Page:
October 20th, 1864: Calvin Hanna’s Furlough

The following post is part of an ongoing series entitled Civil War Voices from Florida. Each day in October 2014, Florida Memory will post a document from the collections of the State Archives of Florida written exactly 150 years before that date, in October 1864.

If you missed our posts from October 18th and October 19th, they are now available online.

Today’s edition of Civil War Voices comes from Calvin Hanna, a private from Gadsden County, Florida. He and his brother Hamilton enlisted in Company B, 8th Florida Infantry on May 10, 1862 at Quincy. Hamilton died during the Battle of Second Bull Run on August 31, 1862, but his brother Calvin remained in the unit until sometime in 1864, when he was transferred to Howard’s Grove Hospital at Richmond.

Having learned of her son’s poor health, Calvin’s mother penned an impassioned plea to the authorities to permit him to come home:

“Sargent in charge of the hospital that Calvin Hanna is in [...] if he is yet alive and able to come home, I ask of you, if you have any regard for a mother’s feeling which you are not destitute of, I pray you give him a discharge or a furlough, as I wish to see him once more in life and restore him to health as I think I can do so…”

Mrs. Hanna’s wish was granted. On October 20th, Calvin Hanna received this furlough pass:

Calvin Hanna's Furlough - Front

Calvin Hanna’s Furlough – Front (Hanna Family Papers [M87-37], State Archives of Florida)

Calvin Hanna's furlough - back

Calvin Hanna’s furlough – back (Hanna Family Papers [M87-37], State Archives of Florida)

Transcript:

SOLDIER’S FURLOUGH

Howard’s Grove HOSPITAL, Richmond VA   Oct 20th 1864.

Private C Hanna, Company “B” 8th Fla Regiment, Perry’s Brigade, being unfit for military duty in accordance with Par. II, G.O. No. 25, A. & I. Genl’s Office, 1864, is furloughed for 35 thirty five days, to go to Quincy, Gasden Co., Fla.

[Signed] James [illegible]

[At the expiration of this furlough he will report to his Regiment, or, if unable to do so, to the nearest General Hospital or the nearest Enrolling Officer.]

On the reverse:

Rations [illegible] for 10 days. 25.00 [...]

Paid 4 mo wages to include 31 of [acct? Aug?] 1864   $63.13  [signed] WS Kemper, A. Gen [Adjutant General]

# 11177 Nov 19/64 – Transport furnished in kind from Quincy to Albany.

[signed] N. F.[?] GonzalezCapt. [?]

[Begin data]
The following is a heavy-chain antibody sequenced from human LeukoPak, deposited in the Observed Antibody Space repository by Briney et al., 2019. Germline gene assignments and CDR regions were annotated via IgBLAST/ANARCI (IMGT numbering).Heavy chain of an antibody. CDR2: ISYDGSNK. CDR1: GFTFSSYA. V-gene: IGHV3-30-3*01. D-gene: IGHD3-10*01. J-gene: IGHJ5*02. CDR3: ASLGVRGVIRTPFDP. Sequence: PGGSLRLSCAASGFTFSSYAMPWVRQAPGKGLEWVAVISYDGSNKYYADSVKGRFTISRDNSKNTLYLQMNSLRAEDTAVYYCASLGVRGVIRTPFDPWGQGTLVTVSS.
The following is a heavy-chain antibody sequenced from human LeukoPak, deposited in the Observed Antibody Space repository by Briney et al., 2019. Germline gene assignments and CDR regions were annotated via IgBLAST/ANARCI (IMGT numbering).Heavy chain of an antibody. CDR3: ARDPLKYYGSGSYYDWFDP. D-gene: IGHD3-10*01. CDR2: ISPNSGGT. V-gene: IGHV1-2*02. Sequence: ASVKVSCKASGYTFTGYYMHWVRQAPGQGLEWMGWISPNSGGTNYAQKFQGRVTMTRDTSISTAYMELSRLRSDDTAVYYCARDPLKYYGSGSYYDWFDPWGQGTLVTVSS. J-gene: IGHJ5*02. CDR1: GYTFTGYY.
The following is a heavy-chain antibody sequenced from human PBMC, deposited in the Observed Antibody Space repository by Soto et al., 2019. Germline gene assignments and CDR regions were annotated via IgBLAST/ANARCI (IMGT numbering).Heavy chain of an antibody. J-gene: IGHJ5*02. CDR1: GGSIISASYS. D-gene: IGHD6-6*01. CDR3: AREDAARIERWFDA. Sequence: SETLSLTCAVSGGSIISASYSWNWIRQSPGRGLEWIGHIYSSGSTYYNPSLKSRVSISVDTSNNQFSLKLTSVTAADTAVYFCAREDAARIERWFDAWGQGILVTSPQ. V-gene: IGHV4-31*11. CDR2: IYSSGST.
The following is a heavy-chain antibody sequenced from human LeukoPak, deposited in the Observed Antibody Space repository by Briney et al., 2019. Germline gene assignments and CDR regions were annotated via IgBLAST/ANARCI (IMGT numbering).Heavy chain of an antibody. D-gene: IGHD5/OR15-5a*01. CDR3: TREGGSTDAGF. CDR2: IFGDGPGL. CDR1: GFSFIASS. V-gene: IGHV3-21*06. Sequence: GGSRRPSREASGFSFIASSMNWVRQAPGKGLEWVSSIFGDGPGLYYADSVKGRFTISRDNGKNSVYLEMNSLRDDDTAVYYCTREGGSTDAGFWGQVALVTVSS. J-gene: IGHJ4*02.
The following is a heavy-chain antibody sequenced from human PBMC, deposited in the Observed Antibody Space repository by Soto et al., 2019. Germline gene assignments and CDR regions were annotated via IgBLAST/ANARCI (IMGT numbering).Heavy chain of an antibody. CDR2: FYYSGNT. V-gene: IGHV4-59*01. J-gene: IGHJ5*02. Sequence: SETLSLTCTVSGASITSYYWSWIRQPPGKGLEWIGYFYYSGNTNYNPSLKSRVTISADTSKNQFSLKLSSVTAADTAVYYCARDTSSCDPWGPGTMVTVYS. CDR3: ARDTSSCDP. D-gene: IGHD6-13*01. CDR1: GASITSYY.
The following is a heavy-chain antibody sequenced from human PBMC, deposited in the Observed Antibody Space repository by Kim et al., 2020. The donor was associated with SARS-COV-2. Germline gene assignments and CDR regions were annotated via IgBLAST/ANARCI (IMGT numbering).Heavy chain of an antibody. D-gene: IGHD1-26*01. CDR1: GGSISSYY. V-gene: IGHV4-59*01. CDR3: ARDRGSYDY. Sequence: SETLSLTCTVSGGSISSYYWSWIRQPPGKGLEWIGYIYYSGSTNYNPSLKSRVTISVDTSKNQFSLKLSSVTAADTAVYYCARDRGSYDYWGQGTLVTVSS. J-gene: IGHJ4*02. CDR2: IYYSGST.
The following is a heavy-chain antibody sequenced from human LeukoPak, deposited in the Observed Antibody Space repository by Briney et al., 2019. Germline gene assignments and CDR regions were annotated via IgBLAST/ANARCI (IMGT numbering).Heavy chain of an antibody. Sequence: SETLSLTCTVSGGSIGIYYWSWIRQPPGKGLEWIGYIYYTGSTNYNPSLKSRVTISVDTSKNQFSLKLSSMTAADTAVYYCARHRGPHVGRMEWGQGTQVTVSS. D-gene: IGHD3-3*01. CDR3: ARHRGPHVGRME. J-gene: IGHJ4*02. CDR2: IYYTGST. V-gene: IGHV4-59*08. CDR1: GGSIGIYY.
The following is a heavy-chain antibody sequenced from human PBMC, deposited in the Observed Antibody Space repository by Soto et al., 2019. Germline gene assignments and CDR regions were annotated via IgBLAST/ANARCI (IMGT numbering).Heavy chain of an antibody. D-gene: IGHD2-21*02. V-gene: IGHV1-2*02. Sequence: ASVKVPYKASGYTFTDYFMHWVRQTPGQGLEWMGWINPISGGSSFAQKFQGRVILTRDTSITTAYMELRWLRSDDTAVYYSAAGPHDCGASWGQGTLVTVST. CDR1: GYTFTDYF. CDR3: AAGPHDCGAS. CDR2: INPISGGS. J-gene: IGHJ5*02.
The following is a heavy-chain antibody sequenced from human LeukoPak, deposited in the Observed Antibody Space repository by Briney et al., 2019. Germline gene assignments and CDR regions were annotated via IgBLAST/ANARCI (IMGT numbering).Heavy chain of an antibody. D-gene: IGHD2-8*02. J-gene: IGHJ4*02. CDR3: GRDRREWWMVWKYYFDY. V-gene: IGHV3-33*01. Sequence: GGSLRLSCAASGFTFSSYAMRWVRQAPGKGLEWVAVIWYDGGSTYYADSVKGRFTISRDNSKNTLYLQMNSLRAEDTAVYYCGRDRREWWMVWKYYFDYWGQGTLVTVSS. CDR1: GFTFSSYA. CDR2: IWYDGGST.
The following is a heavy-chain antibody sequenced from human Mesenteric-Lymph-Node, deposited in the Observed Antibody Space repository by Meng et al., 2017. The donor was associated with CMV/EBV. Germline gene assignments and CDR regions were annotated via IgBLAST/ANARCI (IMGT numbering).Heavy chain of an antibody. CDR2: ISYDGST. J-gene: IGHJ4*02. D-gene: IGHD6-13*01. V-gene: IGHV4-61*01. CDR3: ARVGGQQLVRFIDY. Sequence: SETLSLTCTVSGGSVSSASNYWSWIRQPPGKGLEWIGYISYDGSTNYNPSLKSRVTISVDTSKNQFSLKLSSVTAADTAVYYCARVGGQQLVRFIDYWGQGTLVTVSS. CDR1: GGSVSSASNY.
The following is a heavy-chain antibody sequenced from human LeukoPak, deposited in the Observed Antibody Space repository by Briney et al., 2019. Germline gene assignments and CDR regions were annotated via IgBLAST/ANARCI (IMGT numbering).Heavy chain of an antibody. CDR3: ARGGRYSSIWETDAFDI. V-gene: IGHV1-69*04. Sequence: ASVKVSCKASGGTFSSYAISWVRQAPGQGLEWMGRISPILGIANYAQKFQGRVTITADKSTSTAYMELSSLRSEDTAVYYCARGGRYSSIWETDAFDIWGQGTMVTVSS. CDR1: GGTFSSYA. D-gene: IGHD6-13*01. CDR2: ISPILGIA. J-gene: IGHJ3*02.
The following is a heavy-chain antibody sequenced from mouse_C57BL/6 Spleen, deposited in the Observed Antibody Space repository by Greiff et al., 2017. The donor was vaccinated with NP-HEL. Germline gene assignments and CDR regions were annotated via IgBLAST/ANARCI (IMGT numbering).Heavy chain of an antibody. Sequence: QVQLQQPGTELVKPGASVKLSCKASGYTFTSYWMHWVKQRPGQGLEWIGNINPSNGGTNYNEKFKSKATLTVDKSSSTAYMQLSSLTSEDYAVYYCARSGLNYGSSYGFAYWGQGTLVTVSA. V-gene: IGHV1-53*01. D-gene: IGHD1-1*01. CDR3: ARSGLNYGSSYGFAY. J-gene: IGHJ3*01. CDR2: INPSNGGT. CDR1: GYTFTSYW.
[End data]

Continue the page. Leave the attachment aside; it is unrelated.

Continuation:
And Mrs. Hanna was right about her ability to restore her son Calvin to health. Private Hanna returned to his unit in December 1864 and remained with the 8th Florida Infantry until the end of the war. He was paroled at Tallahassee on May 17, 1865.

Check out the related resources below for more information on Florida in the Civil War, and don’t forget to join us tomorrow for another edition of Civil War Voices. We’ll check in on Wilbur Wightman Gramling at the prisoner of war camp in Elmira, New York.

Related Resources on Florida Memory:

Related Resources at the State Archives of Florida:

Related Resources in Print:

 

October 19th 1864: Wilbur Wightman Gramling Diary Entry

The following post is part of an ongoing series entitled Civil War Voices from Florida. Each day in October 2014, Florida Memory will post a document from the collections of the State Archives of Florida written exactly 150 years before that date, in October 1864.

Today we’re back in Elmira, New York to hear once more from Wilbur Wightman Gramling, a Confederate prisoner of war from Tallahassee:

Excerpt from a transcript of the diary of Wilbur Wightman Gramling (Collection M88-70, State Archives of Florida).

Excerpt from a transcript of the diary of Wilbur Wightman Gramling (Collection M88-70, State Archives of Florida).

Transcript:

Wednesday, Oct. 19, 1864. No change in the weather and no news of any kind. The general health of the prisoners is a great deal better. Instead of 15 to 20 it is only 5 to 10 per day and it seems to be the general impression that we will winter here.

Gramling’s entry highlights the seriousness of the mortality rate in the Union prison at Elmira. According to one estimate, of the more than 12,000 Confederate inmates who passed through Elmira during the war, almost 25% died. Gramling held out hope that he and his comrades would be moved or exchanged before the harshest cold weather set in, but so far he had been disappointed.

We’ll hear more from Gramling later this week. For now, check out the related resources below for more information on Florida in the Civil War. Also, come back tomorrow for another edition of Civil War Voices. We’ll examine a furlough ticket from Gadsden County native Calvin Hanna.

Related Resources on Florida Memory:

Related Resources at the State Archives of Florida:

Related Resources in Print:

October 18, 1864: William Stebbins Diary Entry

The following post is part of an ongoing series entitled Civil War Voices from Florida. Each day in October 2014, Florida Memory will post a document from the collections of the State Archives of Florida written exactly 150 years before that date, in October 1864.

Today we return to the Dry Tortugas and Fort Jefferson, occupied by William Stebbins and the 110th New York Volunteers. Stebbins shares a bit more about his daily routine as a soldier:

Excerpt from William Stebbins Diary (Lewis G. Schmidt Research Files - M91-10, State Archives of Florida).

Excerpt from William Stebbins Diary (Lewis G. Schmidt Research Files – M91-10, State Archives of Florida).

Transcript:

18th